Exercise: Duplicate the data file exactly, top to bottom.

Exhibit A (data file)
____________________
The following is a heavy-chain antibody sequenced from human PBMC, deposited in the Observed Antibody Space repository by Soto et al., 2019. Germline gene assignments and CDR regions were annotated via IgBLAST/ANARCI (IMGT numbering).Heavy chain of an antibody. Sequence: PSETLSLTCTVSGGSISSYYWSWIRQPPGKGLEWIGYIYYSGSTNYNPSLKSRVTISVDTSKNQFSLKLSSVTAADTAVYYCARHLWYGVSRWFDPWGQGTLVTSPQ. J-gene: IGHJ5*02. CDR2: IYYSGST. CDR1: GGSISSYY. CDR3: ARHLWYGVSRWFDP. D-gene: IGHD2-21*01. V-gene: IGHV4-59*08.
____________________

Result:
The following is a heavy-chain antibody sequenced from human PBMC, deposited in the Observed Antibody Space repository by Soto et al., 2019. Germline gene assignments and CDR regions were annotated via IgBLAST/ANARCI (IMGT numbering).Heavy chain of an antibody. Sequence: PSETLSLTCTVSGGSISSYYWSWIRQPPGKGLEWIGYIYYSGSTNYNPSLKSRVTISVDTSKNQFSLKLSSVTAADTAVYYCARHLWYGVSRWFDPWGQGTLVTSPQ. J-gene: IGHJ5*02. CDR2: IYYSGST. CDR1: GGSISSYY. CDR3: ARHLWYGVSRWFDP. D-gene: IGHD2-21*01. V-gene: IGHV4-59*08.